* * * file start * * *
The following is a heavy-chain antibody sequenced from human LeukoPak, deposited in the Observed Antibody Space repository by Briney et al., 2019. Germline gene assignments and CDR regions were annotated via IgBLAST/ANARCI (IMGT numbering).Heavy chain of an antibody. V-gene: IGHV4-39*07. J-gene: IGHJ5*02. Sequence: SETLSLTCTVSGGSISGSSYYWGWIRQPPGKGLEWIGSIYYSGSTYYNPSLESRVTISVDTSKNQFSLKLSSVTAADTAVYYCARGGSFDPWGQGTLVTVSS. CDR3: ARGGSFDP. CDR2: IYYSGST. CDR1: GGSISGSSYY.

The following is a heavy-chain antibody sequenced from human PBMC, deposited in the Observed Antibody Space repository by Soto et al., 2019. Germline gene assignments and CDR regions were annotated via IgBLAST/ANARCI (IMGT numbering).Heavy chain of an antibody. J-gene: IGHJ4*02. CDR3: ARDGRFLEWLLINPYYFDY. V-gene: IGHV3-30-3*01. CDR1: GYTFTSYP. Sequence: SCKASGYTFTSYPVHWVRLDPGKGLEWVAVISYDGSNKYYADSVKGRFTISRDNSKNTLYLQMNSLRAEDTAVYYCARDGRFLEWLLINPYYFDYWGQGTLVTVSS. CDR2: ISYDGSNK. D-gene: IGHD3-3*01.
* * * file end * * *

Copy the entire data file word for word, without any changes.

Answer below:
The following is a heavy-chain antibody sequenced from human LeukoPak, deposited in the Observed Antibody Space repository by Briney et al., 2019. Germline gene assignments and CDR regions were annotated via IgBLAST/ANARCI (IMGT numbering).Heavy chain of an antibody. V-gene: IGHV4-39*07. J-gene: IGHJ5*02. Sequence: SETLSLTCTVSGGSISGSSYYWGWIRQPPGKGLEWIGSIYYSGSTYYNPSLESRVTISVDTSKNQFSLKLSSVTAADTAVYYCARGGSFDPWGQGTLVTVSS. CDR3: ARGGSFDP. CDR2: IYYSGST. CDR1: GGSISGSSYY.

The following is a heavy-chain antibody sequenced from human PBMC, deposited in the Observed Antibody Space repository by Soto et al., 2019. Germline gene assignments and CDR regions were annotated via IgBLAST/ANARCI (IMGT numbering).Heavy chain of an antibody. J-gene: IGHJ4*02. CDR3: ARDGRFLEWLLINPYYFDY. V-gene: IGHV3-30-3*01. CDR1: GYTFTSYP. Sequence: SCKASGYTFTSYPVHWVRLDPGKGLEWVAVISYDGSNKYYADSVKGRFTISRDNSKNTLYLQMNSLRAEDTAVYYCARDGRFLEWLLINPYYFDYWGQGTLVTVSS. CDR2: ISYDGSNK. D-gene: IGHD3-3*01.